The Probate Process

Nov 10

Probate can have a number of definitions: it can mean presenting the will to a court officer for filing purposes. But generally, it refers to the legal process by which your estate is administered and managed after your death. It is the legal process by which the court proved the validity or invalidity of the deceased person’s will. It involved collecting the assets, liquidating the liabilities, paying for the necessary taxes, and distributing the property of the deceased person to the respective heirs.

Probate litigation is under the state law. A will is generally not viewed as legal if it was not probated – once the will has been probated, nobody has the right to suppress it. It is the deceased person’s personal representative or legal lawyer who will produce the will, and penalties will be given for concealing or destroying the will, or if it was not produced during a specified time.

A probate of a will can be disputed or opposed – it may be because it did not follow the requirements states by the law, or there is evidence of the deceased person’s incapacity during the making of the will, or if any evidence is presented of the nonexistence of an authentic will. External validity is the only factor that can contest a will, such as the fraud, mistakes or errors, lack of intent that would render the will valid, failure of due execution, or undue influence. The will can only be contested by a person who has an interest and can be affected by the probate, and it is the duty of the personal representative to defend the will when it is contested and to give their best effort to defend it if they believe it is valid.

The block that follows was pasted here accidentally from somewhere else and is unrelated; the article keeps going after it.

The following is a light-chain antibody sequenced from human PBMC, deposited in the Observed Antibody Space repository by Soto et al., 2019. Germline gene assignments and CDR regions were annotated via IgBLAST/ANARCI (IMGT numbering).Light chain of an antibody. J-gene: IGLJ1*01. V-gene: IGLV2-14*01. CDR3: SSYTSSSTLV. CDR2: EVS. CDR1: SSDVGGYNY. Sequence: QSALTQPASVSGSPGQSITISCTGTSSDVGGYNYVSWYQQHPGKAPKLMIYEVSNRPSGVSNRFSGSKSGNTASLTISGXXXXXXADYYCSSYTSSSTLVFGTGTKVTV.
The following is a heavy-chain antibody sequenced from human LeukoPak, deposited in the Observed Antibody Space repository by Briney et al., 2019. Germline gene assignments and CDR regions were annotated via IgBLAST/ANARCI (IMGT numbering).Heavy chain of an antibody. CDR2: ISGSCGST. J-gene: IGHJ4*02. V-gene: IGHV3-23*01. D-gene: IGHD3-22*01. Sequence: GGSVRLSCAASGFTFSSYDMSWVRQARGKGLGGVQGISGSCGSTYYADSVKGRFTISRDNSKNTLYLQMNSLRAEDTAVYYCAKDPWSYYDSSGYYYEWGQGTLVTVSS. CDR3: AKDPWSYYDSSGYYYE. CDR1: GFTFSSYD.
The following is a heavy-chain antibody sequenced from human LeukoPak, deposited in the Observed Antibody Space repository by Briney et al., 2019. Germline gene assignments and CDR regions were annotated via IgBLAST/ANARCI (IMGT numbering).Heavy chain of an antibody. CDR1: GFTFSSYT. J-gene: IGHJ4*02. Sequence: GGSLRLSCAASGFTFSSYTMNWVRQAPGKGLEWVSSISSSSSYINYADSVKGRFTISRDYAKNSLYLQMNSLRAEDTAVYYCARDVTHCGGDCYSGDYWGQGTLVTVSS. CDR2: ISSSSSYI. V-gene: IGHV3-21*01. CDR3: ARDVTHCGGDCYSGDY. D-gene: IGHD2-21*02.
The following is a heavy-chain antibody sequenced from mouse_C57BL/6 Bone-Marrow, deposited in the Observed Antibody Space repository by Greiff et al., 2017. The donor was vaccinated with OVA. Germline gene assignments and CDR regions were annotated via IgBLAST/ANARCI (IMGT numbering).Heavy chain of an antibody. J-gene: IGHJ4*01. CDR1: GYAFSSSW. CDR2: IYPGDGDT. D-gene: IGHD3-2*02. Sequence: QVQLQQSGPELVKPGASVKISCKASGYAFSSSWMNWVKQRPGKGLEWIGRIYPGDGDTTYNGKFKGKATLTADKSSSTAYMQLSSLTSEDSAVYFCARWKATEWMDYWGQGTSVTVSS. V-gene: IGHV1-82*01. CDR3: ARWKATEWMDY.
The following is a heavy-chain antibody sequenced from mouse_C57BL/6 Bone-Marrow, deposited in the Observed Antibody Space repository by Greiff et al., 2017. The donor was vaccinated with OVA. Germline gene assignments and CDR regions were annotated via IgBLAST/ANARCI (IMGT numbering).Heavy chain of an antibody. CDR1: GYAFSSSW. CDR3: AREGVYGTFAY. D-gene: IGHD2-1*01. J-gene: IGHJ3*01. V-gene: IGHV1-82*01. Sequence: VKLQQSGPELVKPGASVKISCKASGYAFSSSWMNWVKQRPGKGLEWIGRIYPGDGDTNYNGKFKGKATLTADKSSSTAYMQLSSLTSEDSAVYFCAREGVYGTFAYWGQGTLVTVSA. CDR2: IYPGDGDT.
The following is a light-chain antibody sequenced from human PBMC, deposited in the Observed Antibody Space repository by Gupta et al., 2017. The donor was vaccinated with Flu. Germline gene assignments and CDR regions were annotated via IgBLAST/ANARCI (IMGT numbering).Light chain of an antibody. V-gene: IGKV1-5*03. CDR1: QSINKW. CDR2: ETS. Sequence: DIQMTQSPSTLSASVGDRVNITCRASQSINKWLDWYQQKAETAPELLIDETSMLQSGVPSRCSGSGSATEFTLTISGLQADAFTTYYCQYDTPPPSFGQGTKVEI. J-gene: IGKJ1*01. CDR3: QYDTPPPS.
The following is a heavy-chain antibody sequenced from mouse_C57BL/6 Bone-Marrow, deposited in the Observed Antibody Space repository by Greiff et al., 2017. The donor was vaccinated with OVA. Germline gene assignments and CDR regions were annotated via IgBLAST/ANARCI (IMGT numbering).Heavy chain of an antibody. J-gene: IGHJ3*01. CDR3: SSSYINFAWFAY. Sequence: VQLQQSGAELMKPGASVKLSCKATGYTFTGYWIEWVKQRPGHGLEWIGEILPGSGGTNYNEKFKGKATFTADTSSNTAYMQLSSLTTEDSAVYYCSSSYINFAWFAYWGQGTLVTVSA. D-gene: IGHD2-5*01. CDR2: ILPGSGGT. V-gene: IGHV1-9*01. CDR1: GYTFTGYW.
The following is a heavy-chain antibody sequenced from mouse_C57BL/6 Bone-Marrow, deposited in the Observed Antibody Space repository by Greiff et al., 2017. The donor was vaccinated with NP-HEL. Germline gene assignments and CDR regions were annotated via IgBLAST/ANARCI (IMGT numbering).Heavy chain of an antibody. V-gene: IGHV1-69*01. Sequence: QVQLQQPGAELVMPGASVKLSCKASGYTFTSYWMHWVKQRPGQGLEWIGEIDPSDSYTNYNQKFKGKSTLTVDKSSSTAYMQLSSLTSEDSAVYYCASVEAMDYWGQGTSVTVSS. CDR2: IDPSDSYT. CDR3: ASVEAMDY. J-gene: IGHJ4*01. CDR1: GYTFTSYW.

Although there is no constitutional right to trial by jury for contesting a will, a person can have a right to jury in a contested will through state statutes. According to the Mokaram Law Firm, it is important to know whether your state permits this type of trial, and make sure that the argument is filed according to the time limitations stated by the law.

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